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For a small python script I would like to use a temporary file with the tempfile module. Somehow it does not give the expected behavior and I don't know what I am doing wrong or if this is a bug:

Python 2.7.2 (default, Jun 12 2011, 15:08:59) [MSC v.1500 32 bit (Intel)] on win32
Type "help", "copyright", "credits" or "license" for more information.
>>> import tempfile
>>> tmp = tempfile.TemporaryFile()
>>> tmp.read()
''
>>> tmp.write('test')
>>> tmp.read()
'P\xf6D\x02\x00\x00\x00\x00\x00\x00\x00\x00\x00\x00\x00\ [ommitted]'

alternatively I tried with text mode only but the behavior is still strange:

Python 2.7.2 (default, Jun 12 2011, 15:08:59) [MSC v.1500 32 bit (Intel)] on win32
Type "help", "copyright", "credits" or "license" for more information.
>>> import tempfile
>>> tmp = tempfile.TemporaryFile('w+t')
>>> tmp.read()
''
>>> tmp.write('test')
>>> tmp.read()
'\x00\xa5\x8b\x02int or long, hash(a) is used instead.\n    i\x10 [ommitted]'
>>> tmp.seek(0)
>>> tmp.readline()
'test\x00\xa5\x8b\x02int or long, hash(a) is used instead.\n'

Any help is appreciated!


Additional information: Python 2.7.2 (32 bit) from the current Python XY distribution running on a Windows 7 Enterprise x64 machine. In a test run python created the temporary file name "tmpvyocxj" in my temporary directory under D:\temp\myusername with several other python processes running. The commands where typed in, I have not tried to reproduce it in a script. The behavior is unchanged with no other python processes running.


Update: This behavior is not limited to the tempfile module but also for the normal file.read() and file.write() operations. According to the CPython guys both functions only call the underlying libc fread() routines. In the C-standard the exact behavior of read after write without a seek or flush in between is undefined, i.e. every implementation can lead to different results.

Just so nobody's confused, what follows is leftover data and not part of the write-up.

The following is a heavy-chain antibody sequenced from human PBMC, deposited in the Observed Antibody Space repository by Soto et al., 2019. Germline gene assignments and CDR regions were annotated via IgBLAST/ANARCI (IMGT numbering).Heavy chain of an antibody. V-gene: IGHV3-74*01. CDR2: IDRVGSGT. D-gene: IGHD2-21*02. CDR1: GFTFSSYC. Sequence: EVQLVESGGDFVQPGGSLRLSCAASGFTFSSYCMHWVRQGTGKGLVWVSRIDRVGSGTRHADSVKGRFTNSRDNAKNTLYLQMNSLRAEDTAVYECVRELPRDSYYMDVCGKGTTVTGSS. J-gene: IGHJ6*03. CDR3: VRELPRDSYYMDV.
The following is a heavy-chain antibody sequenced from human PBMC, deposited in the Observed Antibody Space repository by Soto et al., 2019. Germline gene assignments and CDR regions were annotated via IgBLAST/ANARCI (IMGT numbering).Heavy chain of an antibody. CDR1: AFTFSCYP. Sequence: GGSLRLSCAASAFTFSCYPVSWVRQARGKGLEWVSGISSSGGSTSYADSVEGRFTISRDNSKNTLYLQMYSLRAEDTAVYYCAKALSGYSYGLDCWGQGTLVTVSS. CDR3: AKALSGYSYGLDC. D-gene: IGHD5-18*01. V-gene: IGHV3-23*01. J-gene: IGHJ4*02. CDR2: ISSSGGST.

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Your code works just fine using Python 2.6.5 on 64-bit Ubuntu, so the problem may be platform-specific. –  NPE Oct 13 '11 at 17:03
    
Cannot reproduce on Windows 7. You may want to give some more information - OS, location of the temporary file, anything unusual about your enviroment, etc. –  delnan Oct 13 '11 at 17:03
    
Cannot reproduce on Cygwin Python 2.6.4, Cygwin Python 3.1.2, or Ubuntu Python 2.7.1+. –  Adam Rosenfield Oct 13 '11 at 17:19
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2 Answers

up vote 7 down vote accepted

I just reproduced this behavior in Python 2.7.1 on Windows XP.

This appears to be a bug that only occurs when you attempt to read without seeking first.

That is:

>>> tmp.write('test')
>>> tmp.seek(0)
>>> tmp.read()
'test'

vs.

>>> tmp.write('test')
>>> tmp.read()
'x\x01\x98\x00pfile.pyR\x05\x00\x00\x00G\x01\x00\x00s\x12 [blah blah blah]'
>>> tmp.seek(0)
>>> tmp.read()
'testx\x01\x98\x00pfile.pyR\x05\x00\x00\x00G\x01\x00\x00s\x12 [blah blah blah]'

EDIT:

For kicks, I also checked:

  1. Windows 7, again 2.7.1 (same build as my XP install), and the same behavior was seen as on XP.
  2. Cygwin version 2.6.5, and this bug was not present.
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Thank you for your tests and the confirmation of this problem. I submitted a bug report to the python people. This is not too big of a problem but as it might leak information it should definitely be fixed. –  Alexander Oct 13 '11 at 18:42
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cannot reproduce on Ubuntu, with python 2.7.1

Python 2.7.1+ (r271:86832, Apr 11 2011, 18:05:24) 
[GCC 4.5.2] on linux2
Type "help", "copyright", "credits" or "license" for more information.
>>> import tempfile
>>> tmp = tempfile.TemporaryFile('w+t')
>>> tmp.read()
''
>>> tmp.write('test')
>>> tmp.read()
''
>>> tmp.seek(0)
>>> tmp.readline()
'test'
>>> 
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